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BOOK REVIEW: Married to the Mouse, Walt Disney World and Orlando

Richard E. Foglesong, 2001

Yale University Press</h2>

Oh joy, another book prying back the veil that Disney has attempted to hide

behind ever since they first arrived in Florida.

I was very surprised to learn that, in fact, Disney’s first plans for a cylopic

operation outside of California were centered upon St. Louis, of all places! It

was only a chance, ill-chosen, remark by August Busch Jr. (think: Beer) that

derailed the impending megadevelopment. Sigh. Had the remark, “Any man who

thinks he can design an attraction that is going to be a success in this city

and not serve beer or liquor, ought to have his head examined,” not been

uttered at a meeting attended by Walt Disney himself, the fates of both St.

Louis and Orlando would have been RADICALLY different. Walt IMMEDIATELY scotched

the deal with St. Louis and proceeded to start looking anew for a place to put

his proposed new operation.

It’s a shame St. Louis didn’t get the damnable thing. Not that I hold any malice

towards that city or it’s inhabitants, but I live a little too close to

Orlando and have seen, up close and personal, just exactly what the Disney

juggernaut has done to this area.

I don’t like it one little bit.

R. Foglesong has done an impressive job of sifting through the welter of plots,

subplots, agreements, backroom wheeling and dealing, and all the rest of the

amazing litany of things that Disney has done, and IS DOING, to get its way.

The book is basically a political and economic examination of the entire Disney

story in Central Florida, from inception to the present day, and it’s prime

allegory is that of a marriage between two very unequal partners.

Disney has greedily taken every advantage of Florida politicians (from the top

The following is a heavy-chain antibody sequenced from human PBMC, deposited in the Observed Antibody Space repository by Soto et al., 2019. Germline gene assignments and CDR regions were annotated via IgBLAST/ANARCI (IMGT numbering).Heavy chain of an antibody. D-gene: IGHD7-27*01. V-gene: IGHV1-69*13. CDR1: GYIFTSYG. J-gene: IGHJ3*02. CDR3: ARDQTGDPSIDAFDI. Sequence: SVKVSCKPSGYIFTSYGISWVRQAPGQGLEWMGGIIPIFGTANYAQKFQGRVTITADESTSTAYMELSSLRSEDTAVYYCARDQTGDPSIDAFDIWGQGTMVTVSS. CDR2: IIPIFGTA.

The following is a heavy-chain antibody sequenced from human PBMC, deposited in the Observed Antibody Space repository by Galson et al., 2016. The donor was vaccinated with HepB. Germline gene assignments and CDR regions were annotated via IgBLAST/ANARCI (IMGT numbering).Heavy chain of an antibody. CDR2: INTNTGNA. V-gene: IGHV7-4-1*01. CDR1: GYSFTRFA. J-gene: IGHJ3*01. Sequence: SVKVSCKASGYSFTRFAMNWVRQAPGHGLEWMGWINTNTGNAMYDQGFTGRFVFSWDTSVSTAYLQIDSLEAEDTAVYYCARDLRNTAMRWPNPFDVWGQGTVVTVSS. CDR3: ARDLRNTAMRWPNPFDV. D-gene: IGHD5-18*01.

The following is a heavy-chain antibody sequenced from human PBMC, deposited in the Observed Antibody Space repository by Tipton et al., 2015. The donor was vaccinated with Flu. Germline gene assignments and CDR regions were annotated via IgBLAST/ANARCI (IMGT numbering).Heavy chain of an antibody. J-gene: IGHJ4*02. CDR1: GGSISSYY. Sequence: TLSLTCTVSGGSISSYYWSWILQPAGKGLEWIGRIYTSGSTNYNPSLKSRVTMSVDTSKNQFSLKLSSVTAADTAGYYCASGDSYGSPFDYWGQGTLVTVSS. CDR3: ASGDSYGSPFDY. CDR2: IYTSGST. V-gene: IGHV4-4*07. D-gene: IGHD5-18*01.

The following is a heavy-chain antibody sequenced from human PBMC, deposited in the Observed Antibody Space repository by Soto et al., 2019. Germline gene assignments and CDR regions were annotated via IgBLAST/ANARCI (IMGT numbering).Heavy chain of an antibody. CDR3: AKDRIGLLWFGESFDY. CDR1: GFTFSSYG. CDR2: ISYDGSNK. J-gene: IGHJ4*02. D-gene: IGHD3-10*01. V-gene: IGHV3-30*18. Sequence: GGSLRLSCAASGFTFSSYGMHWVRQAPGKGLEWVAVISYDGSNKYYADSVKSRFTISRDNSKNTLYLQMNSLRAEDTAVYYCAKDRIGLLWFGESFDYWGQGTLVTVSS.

down), and residents from day one, and the politicians seem unable to get enough

of it, whether through naivety, cupidity, or just plain old stupidity. The

people, on the other hand, have more than their share of doubts about the whole

thing. But Disney did their homework in advance and fixed things up nice and

tidy, to where the thoughts and feelings of the people of Florida really didn’t


The parts of the book that describe the creation and operation of the charter

for the Reedy Creek Improvement District border on psychotic. State and local

political (and even JUDICIAL!) officials pretty much rolled over and played

dead, ceding an INCREDIBLE laundry list of special powers and exemptions from

state and local laws, to Disney. Disney, in effect, became a sovereign power on

it’s extensive tract of land, answerable to nobody at all. Not only that, but a

clever clause in the charter exempted Disney from changes to laws, or the

interpretation of laws, regarding Reedy Creek, in PERPETUITY! That the whole

sorry deal was pulled off by Disney under a smokescreen of deception,

misrepresentation, and plain old bullshit only serves to make the story even

more incredible.

This part of the book alone is well worth the purchase price.

But there’s more. Lots more.

I can’t even begin to list all of it here, though. To do so, would basically be

to recopy the whole book. Among some of the more bizarre comings and goings,

though, are loony deals like Orange County paying for a fifty million dollar

expressway interchange (to better bring even more hordes of paying customers to

Disney’s growing forest of turnstiles) that WASN’T EVEN LOCATED IN ORANGE


Married to the Mouse doesn’t qualify as “light reading,” but neither does it

come off like a college textbook in politico-economic theory. Foglesong just did

his digging (very well, I might add) and then tells the story. That the story

contains so many twists, turns, dark alleys, and murky water, is no fault of the


Read this thing, and then stay the hell off of Disney property every chance you


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